#1
Yeah. I'm going to be a Jazz Studies major (guess what instrument? Guitar! haha) starting this fall, and on the list of stuff music majors should have, is an "audio recording device"; I'll type up what they say here I spose....

Audio Recording device- A small unit is needed for recording practice sessions for performance feedback and occasionally for homework assignments. A variety of devices will suit the purpose, but be certain to get something you can conveniently use while practicing. Examples of these include a regular cassette tape or micro cassette recorder, an iPod, or a digital recorder such as the m-Audio MicroTrack 24/96 or Korg MR-1 [The latter is high-end and rather expensive buy may be useful for composers and Music Technology majors.]

So what I'm asking for...is basically suggestions. I'd prefer to keep it very inexpensive, but I'm open for suggestions; I have Two microphones already (MXL 990 and 991) and a two channel recording interface, but that's not really convenient to use for every time I'll be practicing. So what does the Recording forum recommend? Should I just get a cheap micro cassette recorder, or a low-end digital voice recorder?
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#2
M-Audio Fast Track USB. 100 USD, (70 or so used) and with a good mic you can easily do good guitar tracks.

EDIT: Didn't read all the way, my bad. Cassette recorder would do the trick for a cheap and fast way to do it, if all you're needing to do is get the idea.
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Last edited by swordsofplague at Aug 13, 2010,
#3
I have the Audiobox USB from presonus, and I've found it to be quite good. It comes with buckets of software. You plug it into a computer (so if you have a laptop, mobility should be no issue) and it works rather well.

But if you're deadset on a cassette recorder or little pocket recorder, I'd look at the Zoom H2.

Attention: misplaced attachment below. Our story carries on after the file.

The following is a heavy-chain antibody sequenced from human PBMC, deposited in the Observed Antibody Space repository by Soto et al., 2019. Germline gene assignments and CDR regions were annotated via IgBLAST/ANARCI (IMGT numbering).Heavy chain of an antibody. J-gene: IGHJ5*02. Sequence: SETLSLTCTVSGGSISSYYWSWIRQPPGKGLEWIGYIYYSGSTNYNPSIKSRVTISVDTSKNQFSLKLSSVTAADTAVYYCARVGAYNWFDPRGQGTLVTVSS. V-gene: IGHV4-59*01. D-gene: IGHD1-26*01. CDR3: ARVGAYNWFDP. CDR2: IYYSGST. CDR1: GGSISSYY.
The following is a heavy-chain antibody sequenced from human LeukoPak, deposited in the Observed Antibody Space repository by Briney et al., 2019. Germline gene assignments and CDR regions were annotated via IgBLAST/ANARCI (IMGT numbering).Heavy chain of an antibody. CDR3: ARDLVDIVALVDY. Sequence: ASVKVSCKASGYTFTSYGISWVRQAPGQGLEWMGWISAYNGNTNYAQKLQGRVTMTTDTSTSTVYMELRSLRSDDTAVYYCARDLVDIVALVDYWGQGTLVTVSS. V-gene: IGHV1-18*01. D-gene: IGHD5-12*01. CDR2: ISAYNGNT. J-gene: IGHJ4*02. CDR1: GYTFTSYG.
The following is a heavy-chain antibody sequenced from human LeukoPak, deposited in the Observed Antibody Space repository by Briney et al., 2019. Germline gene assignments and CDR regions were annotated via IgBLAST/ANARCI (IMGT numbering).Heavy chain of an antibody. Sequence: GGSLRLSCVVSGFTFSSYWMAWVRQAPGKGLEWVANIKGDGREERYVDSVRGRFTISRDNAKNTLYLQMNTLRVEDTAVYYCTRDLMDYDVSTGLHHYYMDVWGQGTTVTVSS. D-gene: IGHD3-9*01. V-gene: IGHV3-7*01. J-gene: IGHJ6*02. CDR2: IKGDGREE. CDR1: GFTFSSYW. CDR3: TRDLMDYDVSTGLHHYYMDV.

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#4
^ if you bothered to read, he already has an interface. he is dead set on a pocket recorder because thats what he needs for school.


clay, ive heard good things about the boss micro br. never really used the pocket recorders myself, but thats one that people seem to like. its mostly made for guitar, so might not be ideal if you are trying to record a multi-musician practice. i would probably just get a micro-cassette recorder if i was doing this. not going to be the greatest quality, but if you need quality you can bust out your interface.
#5
I'd say minidisk is the way to go - look around a few second hand shops and you can pick one up for next to nothing - if you can get one with a mic input it would be a bonus (you could invest in a dynamic mic like a 57 in the future and plug it straight into the recorder for better sound quality if you want to record individual instruments). The quality of minidisks was amazing, I have no idea why it didn't really take off!
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#6
zoom h2
Could I get some more talent in the monitors, please?

I know it sounds crazy, but try to learn to inhale your voice. www.thebelcantotechnique.com

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#7
the boss br600 has two decent mics built in might be a bit to big for you
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#9
I have. They sound *fantastic* for what they are. No, you'll never release a live album recorded with it, but for a "single unit in a room" recording... amazing.

CT
Could I get some more talent in the monitors, please?

I know it sounds crazy, but try to learn to inhale your voice. www.thebelcantotechnique.com

Chris is the king of relating music things to other objects in real life.
#10
I agree with H2 suggestion, its a pretty good recorder. Or the H1 never used it but it looks like a smaller and easier to use H2 and lighter as well. H2- around $140 new. H1- $100, but the H1 doesn't come with accessories so if you want them it will cost you an extra $25, or around $135 for it all together.